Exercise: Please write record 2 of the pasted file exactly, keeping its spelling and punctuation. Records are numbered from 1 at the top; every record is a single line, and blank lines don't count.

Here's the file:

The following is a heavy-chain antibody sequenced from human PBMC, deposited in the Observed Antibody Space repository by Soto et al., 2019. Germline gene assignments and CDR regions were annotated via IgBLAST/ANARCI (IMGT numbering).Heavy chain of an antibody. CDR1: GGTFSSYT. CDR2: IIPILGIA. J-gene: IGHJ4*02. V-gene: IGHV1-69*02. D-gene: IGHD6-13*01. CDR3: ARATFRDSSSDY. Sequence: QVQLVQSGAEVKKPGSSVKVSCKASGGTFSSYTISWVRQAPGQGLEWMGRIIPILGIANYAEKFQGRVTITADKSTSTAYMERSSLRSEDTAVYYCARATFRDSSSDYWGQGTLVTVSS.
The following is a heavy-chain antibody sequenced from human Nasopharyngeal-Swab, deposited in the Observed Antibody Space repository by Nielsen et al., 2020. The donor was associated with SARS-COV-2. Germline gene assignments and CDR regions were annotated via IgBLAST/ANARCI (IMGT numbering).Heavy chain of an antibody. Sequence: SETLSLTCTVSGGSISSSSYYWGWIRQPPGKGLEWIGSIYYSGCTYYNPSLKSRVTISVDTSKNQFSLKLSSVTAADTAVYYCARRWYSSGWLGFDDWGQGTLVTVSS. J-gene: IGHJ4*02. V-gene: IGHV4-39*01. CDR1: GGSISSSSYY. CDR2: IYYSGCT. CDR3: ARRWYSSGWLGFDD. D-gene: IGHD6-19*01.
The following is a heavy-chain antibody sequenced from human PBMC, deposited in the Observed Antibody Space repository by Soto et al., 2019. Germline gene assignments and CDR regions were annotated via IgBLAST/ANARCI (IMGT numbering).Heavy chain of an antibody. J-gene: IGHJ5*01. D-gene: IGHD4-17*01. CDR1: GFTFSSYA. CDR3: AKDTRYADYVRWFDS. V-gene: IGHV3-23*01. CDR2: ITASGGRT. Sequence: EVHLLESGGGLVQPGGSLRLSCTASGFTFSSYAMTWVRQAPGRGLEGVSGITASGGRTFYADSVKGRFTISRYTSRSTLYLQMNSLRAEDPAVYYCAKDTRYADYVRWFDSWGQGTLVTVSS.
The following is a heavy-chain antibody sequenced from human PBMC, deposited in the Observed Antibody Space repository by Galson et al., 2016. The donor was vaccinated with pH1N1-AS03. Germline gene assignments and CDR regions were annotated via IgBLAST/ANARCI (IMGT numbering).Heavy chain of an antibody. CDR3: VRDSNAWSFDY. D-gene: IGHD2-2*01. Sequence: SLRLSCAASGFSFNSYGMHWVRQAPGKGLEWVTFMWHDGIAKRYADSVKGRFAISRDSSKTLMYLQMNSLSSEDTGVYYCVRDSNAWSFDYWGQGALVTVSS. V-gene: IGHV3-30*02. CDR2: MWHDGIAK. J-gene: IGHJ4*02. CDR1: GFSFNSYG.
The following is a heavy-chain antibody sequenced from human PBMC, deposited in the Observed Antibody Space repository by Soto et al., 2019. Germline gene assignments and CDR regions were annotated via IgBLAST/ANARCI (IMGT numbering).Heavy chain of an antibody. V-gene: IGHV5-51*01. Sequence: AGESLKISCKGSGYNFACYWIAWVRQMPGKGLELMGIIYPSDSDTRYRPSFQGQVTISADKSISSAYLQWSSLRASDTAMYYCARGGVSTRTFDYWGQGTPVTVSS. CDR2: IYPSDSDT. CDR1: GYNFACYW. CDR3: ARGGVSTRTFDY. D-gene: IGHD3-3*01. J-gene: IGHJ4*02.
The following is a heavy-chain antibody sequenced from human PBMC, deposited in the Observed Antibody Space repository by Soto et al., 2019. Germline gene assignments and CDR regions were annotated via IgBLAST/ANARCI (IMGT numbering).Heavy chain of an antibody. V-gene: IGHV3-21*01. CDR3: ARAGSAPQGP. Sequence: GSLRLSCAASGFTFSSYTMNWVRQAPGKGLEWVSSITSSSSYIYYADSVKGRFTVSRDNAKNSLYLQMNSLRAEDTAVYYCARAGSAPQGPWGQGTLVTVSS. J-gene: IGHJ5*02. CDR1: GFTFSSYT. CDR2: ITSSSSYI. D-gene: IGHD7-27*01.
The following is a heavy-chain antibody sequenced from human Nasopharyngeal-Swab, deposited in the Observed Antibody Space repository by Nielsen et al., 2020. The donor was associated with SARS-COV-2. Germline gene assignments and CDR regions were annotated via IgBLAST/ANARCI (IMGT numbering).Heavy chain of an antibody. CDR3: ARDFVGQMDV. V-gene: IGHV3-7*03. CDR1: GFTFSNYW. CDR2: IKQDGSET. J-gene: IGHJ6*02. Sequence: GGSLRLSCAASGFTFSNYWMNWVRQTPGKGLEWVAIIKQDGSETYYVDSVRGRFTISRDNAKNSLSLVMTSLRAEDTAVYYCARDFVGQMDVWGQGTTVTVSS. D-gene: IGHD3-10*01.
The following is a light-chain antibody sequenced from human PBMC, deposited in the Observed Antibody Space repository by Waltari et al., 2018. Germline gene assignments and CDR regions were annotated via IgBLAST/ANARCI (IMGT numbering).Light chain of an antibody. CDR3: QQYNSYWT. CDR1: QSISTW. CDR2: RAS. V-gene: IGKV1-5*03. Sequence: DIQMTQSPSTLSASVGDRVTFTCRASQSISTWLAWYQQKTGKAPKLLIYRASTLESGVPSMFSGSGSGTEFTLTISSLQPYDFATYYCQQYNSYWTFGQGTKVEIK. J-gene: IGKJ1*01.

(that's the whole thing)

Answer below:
The following is a heavy-chain antibody sequenced from human Nasopharyngeal-Swab, deposited in the Observed Antibody Space repository by Nielsen et al., 2020. The donor was associated with SARS-COV-2. Germline gene assignments and CDR regions were annotated via IgBLAST/ANARCI (IMGT numbering).Heavy chain of an antibody. Sequence: SETLSLTCTVSGGSISSSSYYWGWIRQPPGKGLEWIGSIYYSGCTYYNPSLKSRVTISVDTSKNQFSLKLSSVTAADTAVYYCARRWYSSGWLGFDDWGQGTLVTVSS. J-gene: IGHJ4*02. V-gene: IGHV4-39*01. CDR1: GGSISSSSYY. CDR2: IYYSGCT. CDR3: ARRWYSSGWLGFDD. D-gene: IGHD6-19*01.